And in Philadelphia, Chicago, Washington and New York, foreign-looking taxi drivers were threatened, cursed and, in some cases, yanked from cabs and assaulted, according to the Washington-based Arab American Anti-Discrimination Committee and local religious leaders.
In several of the cases, including in Philadelphia, the drivers were neither Arab nor Muslim, but turban-wearing Sikhs from India.
"It's [against] anybody with darker skin, anybody who strikes somebody as a cartoon version of what an Arab might look like," said Hussein Ibish, spokesman for the Washington-based antidiscrimination group.
"And we're still in the shock and grief stage. We're not even in the anger phase yet. There's a reservoir of rage that has yet to fully develop, and I'm very afraid," Ibish said.
Several people drew a comparison to the attacks on and internment of Japanese Americans during World War II, calling on Americans not to react the same way today.
"Are we going after the perpetrators or are we targeting an entire faith and race?" asked Amin Elarbi, president of the Al-Aqsa Islamic Society, Philadelphia's largest mosque.
The incident in Lower Merion occurred about 3:30 a.m. A lone night-shift worker at a 7-Eleven on City Avenue heard a banging on the front door, which he had locked while mopping the floor, according to store manager Affan Hashmi.
When the worker, a Pakistani, opened the door, the man at the door pulled a gun, pointed it to the worker's head and made a threat that apparently included the word Arab, Hashmi said. The worker managed to call the Lower Merion police, and the assailant left.
From a surveillance video, police identified the man as an off-duty officer from the 19th Police District, just over the city line in West Philadelphia, a Philadelphia police official said on condition of anonymity.
The official said two off-duty officers may have been involved. Both allegedly had been drinking in Lower Merion before the attack.
Police Commissioner John F. Timoney reacted angrily to the report, saying: "It's disgraceful."
If the allegations prove to be true, Timoney said, "they will be dealt with as sternly as humanly possible, both criminally and administratively."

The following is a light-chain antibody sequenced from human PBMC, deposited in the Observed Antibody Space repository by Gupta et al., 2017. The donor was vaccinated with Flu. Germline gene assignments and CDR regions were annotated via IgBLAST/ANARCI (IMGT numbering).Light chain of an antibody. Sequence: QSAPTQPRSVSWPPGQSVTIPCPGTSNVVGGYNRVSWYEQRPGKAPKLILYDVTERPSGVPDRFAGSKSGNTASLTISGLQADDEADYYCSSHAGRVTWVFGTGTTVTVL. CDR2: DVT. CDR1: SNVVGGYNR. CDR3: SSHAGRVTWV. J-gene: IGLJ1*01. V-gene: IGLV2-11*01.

Deputy Police Commissioner John J. Norris, commander of the Internal Affairs Division, said both officers, on the force about a year, have been reassigned to desk duty.
Lower Merion police were investigating the incident and may file charges, officials from both departments said.
"If the officers are arrested, we will act on that," Norris said. "If they are not, we will continue our internal investigation to determine if any action is needed."
Elsewhere, Arab and Muslim organizations reported receiving dozens of threatening calls and e-mail messages, although none said it had closed its offices because of them.
In Colorado Springs, Colo., four men allegedly entered the city's only mosque, cursed at a worker, and threatened to burn down the building, according to a local Islamic Society spokesman.
Internet chat sites were filled with angry messages from all sides, some calling for deportation of all noncitizens from the Middle East and others pleading for restraint.
In South Jersey, two Collingswood businesses - both owned by Indians - were spray-painted during the night.
The words "Leave Now [expletive]" were painted across the facade of Pete's News Agency, one of the two businesses.
"I don't understand. What did I do wrong?" asked owner Dipak Bhuta, 42, a native of Bombay, India. "Our families didn't do anything. But because I come from another country they did this. . . . I've been a U.S. citizen for 14 years."
Collingswood Police Capt. Frank Woshnak said extra patrols had been deployed to watch the businesses.
In Voorhees, residents in the Heritage Grove development said they found anti-Jewish flyers tucked in their doors yesterday, including an essay by a purported Palestinian suicide bomber that read: "Get out of Palestine, Jews. Or die here."
It was signed by an organization called "The National Alliance."
The Philadelphia branch of the Anti-Defamation League said it was investigating an allegation of anti-Jewish comments made at a suburban public school.
"The children said it's the Jews' fault and we should be bombing Israel," said ADL regional director Barry Morrison, adding that the league was monitoring comments directed at all groups.
In Villanova, the Foundation for Islamic Education erected plywood sheets over its entrance sign as a precaution against vandalism, foundation director Mustafa Ahmed said.
Thomas Ginsberg's e-mail address is email@example.com.
The Associated Press contributed to this article.